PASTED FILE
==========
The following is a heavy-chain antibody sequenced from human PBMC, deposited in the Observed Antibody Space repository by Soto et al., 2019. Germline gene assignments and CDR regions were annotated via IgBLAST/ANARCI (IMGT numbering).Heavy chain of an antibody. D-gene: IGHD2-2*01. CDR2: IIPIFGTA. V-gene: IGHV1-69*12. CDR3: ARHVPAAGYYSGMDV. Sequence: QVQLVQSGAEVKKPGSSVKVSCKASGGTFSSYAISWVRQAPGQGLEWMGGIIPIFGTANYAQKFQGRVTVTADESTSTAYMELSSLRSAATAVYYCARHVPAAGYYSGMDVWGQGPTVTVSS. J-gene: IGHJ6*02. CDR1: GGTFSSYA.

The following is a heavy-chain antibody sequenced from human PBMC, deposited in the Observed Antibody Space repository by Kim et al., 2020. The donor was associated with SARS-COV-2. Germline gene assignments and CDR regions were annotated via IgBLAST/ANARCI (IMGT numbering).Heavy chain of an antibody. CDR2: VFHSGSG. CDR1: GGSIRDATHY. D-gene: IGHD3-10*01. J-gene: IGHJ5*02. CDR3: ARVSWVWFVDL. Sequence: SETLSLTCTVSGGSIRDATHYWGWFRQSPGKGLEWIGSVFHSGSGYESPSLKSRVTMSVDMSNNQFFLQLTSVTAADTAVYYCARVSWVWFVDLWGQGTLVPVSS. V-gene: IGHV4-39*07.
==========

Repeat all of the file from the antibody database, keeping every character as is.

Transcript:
The following is a heavy-chain antibody sequenced from human PBMC, deposited in the Observed Antibody Space repository by Soto et al., 2019. Germline gene assignments and CDR regions were annotated via IgBLAST/ANARCI (IMGT numbering).Heavy chain of an antibody. D-gene: IGHD2-2*01. CDR2: IIPIFGTA. V-gene: IGHV1-69*12. CDR3: ARHVPAAGYYSGMDV. Sequence: QVQLVQSGAEVKKPGSSVKVSCKASGGTFSSYAISWVRQAPGQGLEWMGGIIPIFGTANYAQKFQGRVTVTADESTSTAYMELSSLRSAATAVYYCARHVPAAGYYSGMDVWGQGPTVTVSS. J-gene: IGHJ6*02. CDR1: GGTFSSYA.

The following is a heavy-chain antibody sequenced from human PBMC, deposited in the Observed Antibody Space repository by Kim et al., 2020. The donor was associated with SARS-COV-2. Germline gene assignments and CDR regions were annotated via IgBLAST/ANARCI (IMGT numbering).Heavy chain of an antibody. CDR2: VFHSGSG. CDR1: GGSIRDATHY. D-gene: IGHD3-10*01. J-gene: IGHJ5*02. CDR3: ARVSWVWFVDL. Sequence: SETLSLTCTVSGGSIRDATHYWGWFRQSPGKGLEWIGSVFHSGSGYESPSLKSRVTMSVDMSNNQFFLQLTSVTAADTAVYYCARVSWVWFVDLWGQGTLVPVSS. V-gene: IGHV4-39*07.